Monday, April 24, 2006

WBC and Pitching - Part 2

Ok, in my previous installment of the WBC and Pitching analysis, I looked at every pitcher who went to the WBC. I rated them based on how they began their season, based on being better or worse than past performance.

This time, I took a look at every starting pitcher who qualifies for the ERA title in the major leagues. Because of the size of the undertaking - 79 pitchers - I won't be posting the entire table here. If you want the spreadsheet, I would be more than happy to email it to anyone.

So, the results:

Of the 79 pitchers I looked at:

  • 21 (26.5%) Exceeded expectations
  • 29 (36.7%) Performed as expected
  • 29 (36.7%) Performed under what is expected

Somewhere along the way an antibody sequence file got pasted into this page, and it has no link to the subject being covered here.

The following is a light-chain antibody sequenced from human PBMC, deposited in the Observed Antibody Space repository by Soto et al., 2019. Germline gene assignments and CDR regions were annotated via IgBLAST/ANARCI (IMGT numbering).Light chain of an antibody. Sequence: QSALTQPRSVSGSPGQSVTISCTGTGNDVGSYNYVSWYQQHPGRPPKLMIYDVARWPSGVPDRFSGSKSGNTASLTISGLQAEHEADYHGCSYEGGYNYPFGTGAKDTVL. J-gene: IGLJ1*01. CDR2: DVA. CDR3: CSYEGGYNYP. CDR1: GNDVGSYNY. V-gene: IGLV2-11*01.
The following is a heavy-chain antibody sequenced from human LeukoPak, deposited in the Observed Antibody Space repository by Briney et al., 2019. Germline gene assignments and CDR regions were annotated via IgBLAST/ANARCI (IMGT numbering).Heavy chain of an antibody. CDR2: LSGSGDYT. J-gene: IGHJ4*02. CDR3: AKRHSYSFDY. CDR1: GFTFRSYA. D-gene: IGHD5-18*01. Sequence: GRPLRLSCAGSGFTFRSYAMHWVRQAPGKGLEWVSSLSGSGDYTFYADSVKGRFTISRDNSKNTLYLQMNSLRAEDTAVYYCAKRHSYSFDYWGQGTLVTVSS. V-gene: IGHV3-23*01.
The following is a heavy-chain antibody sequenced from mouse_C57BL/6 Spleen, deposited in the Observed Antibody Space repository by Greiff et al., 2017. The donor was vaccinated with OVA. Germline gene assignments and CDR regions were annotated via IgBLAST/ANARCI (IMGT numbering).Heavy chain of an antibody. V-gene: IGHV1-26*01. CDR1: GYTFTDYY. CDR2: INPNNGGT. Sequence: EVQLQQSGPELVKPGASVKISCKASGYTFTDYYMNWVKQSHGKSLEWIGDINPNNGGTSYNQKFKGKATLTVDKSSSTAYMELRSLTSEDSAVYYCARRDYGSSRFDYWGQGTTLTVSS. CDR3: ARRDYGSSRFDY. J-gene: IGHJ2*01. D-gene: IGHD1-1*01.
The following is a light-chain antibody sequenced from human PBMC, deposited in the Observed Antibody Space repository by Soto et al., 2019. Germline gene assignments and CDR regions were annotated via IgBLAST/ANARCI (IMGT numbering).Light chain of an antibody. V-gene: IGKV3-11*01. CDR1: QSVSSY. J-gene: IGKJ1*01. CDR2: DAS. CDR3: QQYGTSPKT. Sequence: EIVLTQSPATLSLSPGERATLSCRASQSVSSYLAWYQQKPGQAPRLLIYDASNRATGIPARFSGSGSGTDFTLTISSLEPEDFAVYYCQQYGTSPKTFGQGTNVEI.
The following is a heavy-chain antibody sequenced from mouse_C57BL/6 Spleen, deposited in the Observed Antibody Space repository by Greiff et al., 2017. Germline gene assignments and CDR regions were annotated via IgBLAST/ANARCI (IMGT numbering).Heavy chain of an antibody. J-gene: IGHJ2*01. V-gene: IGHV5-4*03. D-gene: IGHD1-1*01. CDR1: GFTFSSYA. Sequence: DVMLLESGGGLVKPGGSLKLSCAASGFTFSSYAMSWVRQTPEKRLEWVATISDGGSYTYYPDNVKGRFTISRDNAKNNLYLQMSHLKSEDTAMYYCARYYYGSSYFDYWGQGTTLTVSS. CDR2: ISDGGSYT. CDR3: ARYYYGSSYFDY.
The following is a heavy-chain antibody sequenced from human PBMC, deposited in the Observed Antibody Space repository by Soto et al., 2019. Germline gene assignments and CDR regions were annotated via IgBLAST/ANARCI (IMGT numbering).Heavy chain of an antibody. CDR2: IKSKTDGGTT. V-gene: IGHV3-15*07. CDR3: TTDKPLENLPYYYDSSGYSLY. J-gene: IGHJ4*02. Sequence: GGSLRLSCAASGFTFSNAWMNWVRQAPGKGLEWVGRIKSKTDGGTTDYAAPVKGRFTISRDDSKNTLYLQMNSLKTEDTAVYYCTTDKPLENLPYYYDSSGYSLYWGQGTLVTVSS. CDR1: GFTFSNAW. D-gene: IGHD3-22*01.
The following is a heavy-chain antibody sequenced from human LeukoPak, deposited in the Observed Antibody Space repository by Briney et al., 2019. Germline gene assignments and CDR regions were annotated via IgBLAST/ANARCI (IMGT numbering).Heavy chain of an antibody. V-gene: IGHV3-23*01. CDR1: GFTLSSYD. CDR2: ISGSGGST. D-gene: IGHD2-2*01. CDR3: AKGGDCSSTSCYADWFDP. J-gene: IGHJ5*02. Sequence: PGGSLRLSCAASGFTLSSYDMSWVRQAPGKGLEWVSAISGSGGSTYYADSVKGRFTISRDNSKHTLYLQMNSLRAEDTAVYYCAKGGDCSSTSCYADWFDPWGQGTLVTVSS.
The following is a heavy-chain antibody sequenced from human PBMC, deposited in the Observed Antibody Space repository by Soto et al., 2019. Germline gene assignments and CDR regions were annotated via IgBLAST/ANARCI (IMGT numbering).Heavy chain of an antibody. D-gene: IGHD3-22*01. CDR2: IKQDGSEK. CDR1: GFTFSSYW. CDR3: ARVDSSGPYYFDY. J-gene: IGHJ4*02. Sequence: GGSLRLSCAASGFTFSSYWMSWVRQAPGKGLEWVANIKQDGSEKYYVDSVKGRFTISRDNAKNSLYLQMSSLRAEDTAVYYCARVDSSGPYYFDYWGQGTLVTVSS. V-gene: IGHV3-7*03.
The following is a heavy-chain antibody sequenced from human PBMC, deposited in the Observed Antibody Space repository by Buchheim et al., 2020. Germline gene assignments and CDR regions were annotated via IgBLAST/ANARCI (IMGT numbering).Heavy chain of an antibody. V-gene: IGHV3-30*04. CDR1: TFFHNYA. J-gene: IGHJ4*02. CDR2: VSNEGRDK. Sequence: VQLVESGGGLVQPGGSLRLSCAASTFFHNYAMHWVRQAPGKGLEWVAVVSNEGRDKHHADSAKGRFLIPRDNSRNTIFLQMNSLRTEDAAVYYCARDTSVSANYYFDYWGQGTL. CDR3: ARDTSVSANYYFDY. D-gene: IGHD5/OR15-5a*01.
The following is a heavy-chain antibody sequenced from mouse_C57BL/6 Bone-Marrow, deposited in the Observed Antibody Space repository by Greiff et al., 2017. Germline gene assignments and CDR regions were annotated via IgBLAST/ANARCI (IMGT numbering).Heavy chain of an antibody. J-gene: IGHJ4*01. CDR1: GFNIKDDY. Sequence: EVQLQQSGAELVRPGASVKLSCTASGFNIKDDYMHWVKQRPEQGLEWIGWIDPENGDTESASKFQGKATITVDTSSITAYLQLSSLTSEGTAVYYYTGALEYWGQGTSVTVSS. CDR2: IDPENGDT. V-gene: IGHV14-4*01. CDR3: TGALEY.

(note: I added Tony Armas, who exceeded expectations, to the WBC set of data, raising the rate of WBC pitchers exceeding expectations to 16%)

So, to conclude:

  • Of the 103 pitchers who qualify for the ERA title, 24 went to the WBC
  • A pitcher who went to the WBC is 10% less likely to be doing well, and 10% more likely to be performing poorly.
  • Of the 42 pitchers who are struggling, 31% went to the WBC.
  • If no pitchers went to the WBC, and trends existed at the same rate of non-WBC pitchers, 37 pitchers would be struggling.
  • If no pitchers went to the WBC, 27 pitchers would be exceeding expectations, two more.
  • Roughly the same amount of WBC and non-WBC pitchers are performing as expected

Looking at these numbers, it is pretty clear that although the WBC did have an impact on pitchers who went to the tournament; it had a very small impact upon run scoring throughout the league. Some other factor is at work to cause of the offensive outburst.